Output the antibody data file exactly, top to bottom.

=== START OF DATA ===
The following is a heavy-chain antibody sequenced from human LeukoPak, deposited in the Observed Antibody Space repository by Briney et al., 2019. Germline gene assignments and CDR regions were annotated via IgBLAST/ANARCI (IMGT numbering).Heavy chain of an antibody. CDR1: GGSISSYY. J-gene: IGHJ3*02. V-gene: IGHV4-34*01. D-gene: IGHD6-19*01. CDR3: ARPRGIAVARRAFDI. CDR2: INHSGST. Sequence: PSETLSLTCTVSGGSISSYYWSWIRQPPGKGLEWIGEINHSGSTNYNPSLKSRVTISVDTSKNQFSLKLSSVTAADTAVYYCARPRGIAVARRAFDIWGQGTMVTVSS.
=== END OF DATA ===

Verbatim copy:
The following is a heavy-chain antibody sequenced from human LeukoPak, deposited in the Observed Antibody Space repository by Briney et al., 2019. Germline gene assignments and CDR regions were annotated via IgBLAST/ANARCI (IMGT numbering).Heavy chain of an antibody. CDR1: GGSISSYY. J-gene: IGHJ3*02. V-gene: IGHV4-34*01. D-gene: IGHD6-19*01. CDR3: ARPRGIAVARRAFDI. CDR2: INHSGST. Sequence: PSETLSLTCTVSGGSISSYYWSWIRQPPGKGLEWIGEINHSGSTNYNPSLKSRVTISVDTSKNQFSLKLSSVTAADTAVYYCARPRGIAVARRAFDIWGQGTMVTVSS.